APOD: Comet NEOWISE over Stonehenge (2020 Jul 14)

Comments and questions about the APOD on the main view screen.
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johnnydeep
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Re: APOD: Comet NEOWISE over Stonehenge (2020 Jul 14)

Post by johnnydeep » Wed Jul 15, 2020 3:28 pm

ddeval wrote:
Wed Jul 15, 2020 10:56 am
Hello all,

I took this image, the 1500mm focal length can easily be explained by me pressing the 0 one too many times. It's 150mm focal length.

If anyone wants to see where it was taken from, it was the south side of the A303 south and slightly west of Stonehenge.
Thanks for that clarification on the focal length! Indeed, it is now obvious once you have pointed it out :ssmile:
"To Boldly Go......Beyond The Fields We Know."

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johnnydeep
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Re: APOD: Comet NEOWISE over Stonehenge (2020 Jul 14)

Post by johnnydeep » Wed Jul 15, 2020 3:41 pm

Chris Peterson wrote:
Tue Jul 14, 2020 9:54 pm

Telescopes are afocal. They have no focal plane- you can't hold a screen behind the eyepiece and see an image. What is coming out of the eyepiece is a fairly collimated bundle of rays. This enters your eye, and the lens in your eye brings the image to a focus on your retina. Afocal photography works the same way, with the camera lens being a required element of the optics to create a focus at the film or imager. There should be no focusing involved, except to the extent that the eye or the camera is focused at infinity- just the same focus they'd be using if you pulled the telescope out of the way. And from this, the concept of magnification makes sense. Divide the size of the object with the telescope by the size without it, and you have the magnification. You can't do that with a focal system, however, like the usual optics used for astrophotography or for ordinary photography.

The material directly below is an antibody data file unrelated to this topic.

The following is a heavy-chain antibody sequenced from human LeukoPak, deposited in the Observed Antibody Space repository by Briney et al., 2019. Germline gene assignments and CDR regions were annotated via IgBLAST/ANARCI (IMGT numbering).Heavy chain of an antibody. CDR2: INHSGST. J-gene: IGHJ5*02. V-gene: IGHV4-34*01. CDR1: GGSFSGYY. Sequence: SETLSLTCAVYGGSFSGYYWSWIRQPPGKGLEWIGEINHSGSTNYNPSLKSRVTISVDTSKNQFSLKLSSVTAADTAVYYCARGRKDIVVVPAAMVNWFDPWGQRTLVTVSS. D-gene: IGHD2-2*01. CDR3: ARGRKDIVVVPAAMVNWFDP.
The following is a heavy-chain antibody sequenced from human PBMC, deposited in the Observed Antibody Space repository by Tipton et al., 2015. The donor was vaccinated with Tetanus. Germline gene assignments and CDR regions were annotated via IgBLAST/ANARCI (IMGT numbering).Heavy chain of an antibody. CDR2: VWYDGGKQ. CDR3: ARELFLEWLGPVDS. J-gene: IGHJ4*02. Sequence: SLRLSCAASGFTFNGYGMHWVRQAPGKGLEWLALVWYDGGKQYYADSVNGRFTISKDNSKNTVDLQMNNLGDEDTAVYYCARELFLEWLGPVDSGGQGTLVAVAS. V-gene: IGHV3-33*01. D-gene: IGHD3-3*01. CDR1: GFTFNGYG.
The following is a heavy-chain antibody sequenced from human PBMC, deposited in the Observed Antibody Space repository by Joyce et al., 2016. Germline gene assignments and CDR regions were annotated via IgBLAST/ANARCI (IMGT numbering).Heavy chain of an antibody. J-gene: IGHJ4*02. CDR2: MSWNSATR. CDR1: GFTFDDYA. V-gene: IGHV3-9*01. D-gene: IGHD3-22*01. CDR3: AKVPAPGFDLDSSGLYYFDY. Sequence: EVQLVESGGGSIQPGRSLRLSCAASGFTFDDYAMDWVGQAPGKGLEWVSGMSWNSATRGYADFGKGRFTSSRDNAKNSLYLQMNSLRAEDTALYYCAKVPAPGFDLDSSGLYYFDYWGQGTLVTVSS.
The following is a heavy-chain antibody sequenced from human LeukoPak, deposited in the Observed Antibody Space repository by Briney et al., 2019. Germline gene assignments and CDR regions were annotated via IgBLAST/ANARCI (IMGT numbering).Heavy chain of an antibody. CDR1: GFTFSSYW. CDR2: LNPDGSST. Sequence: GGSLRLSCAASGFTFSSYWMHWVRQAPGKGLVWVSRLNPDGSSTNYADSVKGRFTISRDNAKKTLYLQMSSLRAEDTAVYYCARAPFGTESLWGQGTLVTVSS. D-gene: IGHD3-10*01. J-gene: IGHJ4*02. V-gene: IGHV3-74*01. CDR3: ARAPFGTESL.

FWIW: the image scale of the full-sized picture is 25.2 arcsec/pixel. Given that the E-W diameter of Stonehenge is about 35 m, this means the image was made 75 m south of the center of the circle, which is right on the big semicircular path that is around the stones. It is also consistent with a lens focal length of 150 mm.
Thanks. So what is the focusing knob on a telescope eyepiece doing? Is it just there to enable you to make sure the output light rays are parallel to each other?
"To Boldly Go......Beyond The Fields We Know."

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johnnydeep
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Re: APOD: Comet NEOWISE over Stonehenge (2020 Jul 14)

Post by johnnydeep » Wed Jul 15, 2020 3:43 pm

neufer wrote:
Tue Jul 14, 2020 10:36 pm
johnnydeep wrote:
Tue Jul 14, 2020 9:37 pm

With a telescope there's an objective lens and an eyepiece, and dividing the focal length of the former by the focal length of the later gives you the "magnification", and you also have to "focus" the image in order to see it clearly. Yet I see articles about the "afocal method" of astrophotography that merely uses a camera in place of the human eye. But there's still focusing involved and also magnification, right? (As I said, I really need to read more about optics, cameras, telescopes and photography...)